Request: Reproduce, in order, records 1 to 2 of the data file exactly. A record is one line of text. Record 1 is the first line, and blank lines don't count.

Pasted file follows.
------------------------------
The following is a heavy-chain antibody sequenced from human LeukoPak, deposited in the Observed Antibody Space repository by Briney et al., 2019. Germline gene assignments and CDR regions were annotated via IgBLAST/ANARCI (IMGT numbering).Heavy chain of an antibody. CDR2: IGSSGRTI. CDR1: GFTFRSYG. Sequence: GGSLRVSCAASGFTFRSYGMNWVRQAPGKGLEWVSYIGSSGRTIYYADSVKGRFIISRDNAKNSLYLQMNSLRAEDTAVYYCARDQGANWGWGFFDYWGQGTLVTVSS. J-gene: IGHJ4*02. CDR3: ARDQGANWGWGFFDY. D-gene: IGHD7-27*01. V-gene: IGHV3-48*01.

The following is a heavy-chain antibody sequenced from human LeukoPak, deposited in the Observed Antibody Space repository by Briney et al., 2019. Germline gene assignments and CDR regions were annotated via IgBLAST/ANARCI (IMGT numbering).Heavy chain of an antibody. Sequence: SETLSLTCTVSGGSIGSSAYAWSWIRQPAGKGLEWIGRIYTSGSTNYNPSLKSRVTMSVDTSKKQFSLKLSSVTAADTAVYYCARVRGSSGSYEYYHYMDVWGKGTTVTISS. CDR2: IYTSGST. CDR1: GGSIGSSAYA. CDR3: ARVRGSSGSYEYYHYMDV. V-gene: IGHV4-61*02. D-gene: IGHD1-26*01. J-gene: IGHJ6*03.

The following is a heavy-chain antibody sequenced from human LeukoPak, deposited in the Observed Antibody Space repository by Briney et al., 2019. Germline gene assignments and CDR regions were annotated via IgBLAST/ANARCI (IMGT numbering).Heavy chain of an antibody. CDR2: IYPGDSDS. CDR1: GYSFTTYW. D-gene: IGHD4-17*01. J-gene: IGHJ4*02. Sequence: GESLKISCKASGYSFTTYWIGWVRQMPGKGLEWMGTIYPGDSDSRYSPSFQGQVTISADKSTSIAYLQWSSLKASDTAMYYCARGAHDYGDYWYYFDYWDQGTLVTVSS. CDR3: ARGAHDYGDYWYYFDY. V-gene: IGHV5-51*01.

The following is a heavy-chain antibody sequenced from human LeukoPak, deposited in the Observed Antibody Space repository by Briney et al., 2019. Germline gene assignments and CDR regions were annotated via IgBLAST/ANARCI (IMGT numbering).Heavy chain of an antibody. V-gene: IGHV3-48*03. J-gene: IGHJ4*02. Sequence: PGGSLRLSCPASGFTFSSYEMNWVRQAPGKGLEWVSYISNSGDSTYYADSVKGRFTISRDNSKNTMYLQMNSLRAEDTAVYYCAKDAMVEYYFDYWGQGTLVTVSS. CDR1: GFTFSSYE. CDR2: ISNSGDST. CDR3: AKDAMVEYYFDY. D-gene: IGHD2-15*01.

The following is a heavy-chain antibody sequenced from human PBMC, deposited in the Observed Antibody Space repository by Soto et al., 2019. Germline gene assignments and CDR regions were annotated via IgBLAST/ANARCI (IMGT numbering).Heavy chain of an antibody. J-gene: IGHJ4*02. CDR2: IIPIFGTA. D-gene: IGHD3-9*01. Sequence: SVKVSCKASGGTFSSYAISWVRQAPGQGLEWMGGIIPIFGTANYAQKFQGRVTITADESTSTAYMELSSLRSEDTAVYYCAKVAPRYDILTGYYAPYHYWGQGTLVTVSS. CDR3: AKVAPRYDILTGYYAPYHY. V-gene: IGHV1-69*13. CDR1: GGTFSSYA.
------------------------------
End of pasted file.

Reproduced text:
The following is a heavy-chain antibody sequenced from human LeukoPak, deposited in the Observed Antibody Space repository by Briney et al., 2019. Germline gene assignments and CDR regions were annotated via IgBLAST/ANARCI (IMGT numbering).Heavy chain of an antibody. CDR2: IGSSGRTI. CDR1: GFTFRSYG. Sequence: GGSLRVSCAASGFTFRSYGMNWVRQAPGKGLEWVSYIGSSGRTIYYADSVKGRFIISRDNAKNSLYLQMNSLRAEDTAVYYCARDQGANWGWGFFDYWGQGTLVTVSS. J-gene: IGHJ4*02. CDR3: ARDQGANWGWGFFDY. D-gene: IGHD7-27*01. V-gene: IGHV3-48*01.

The following is a heavy-chain antibody sequenced from human LeukoPak, deposited in the Observed Antibody Space repository by Briney et al., 2019. Germline gene assignments and CDR regions were annotated via IgBLAST/ANARCI (IMGT numbering).Heavy chain of an antibody. Sequence: SETLSLTCTVSGGSIGSSAYAWSWIRQPAGKGLEWIGRIYTSGSTNYNPSLKSRVTMSVDTSKKQFSLKLSSVTAADTAVYYCARVRGSSGSYEYYHYMDVWGKGTTVTISS. CDR2: IYTSGST. CDR1: GGSIGSSAYA. CDR3: ARVRGSSGSYEYYHYMDV. V-gene: IGHV4-61*02. D-gene: IGHD1-26*01. J-gene: IGHJ6*03.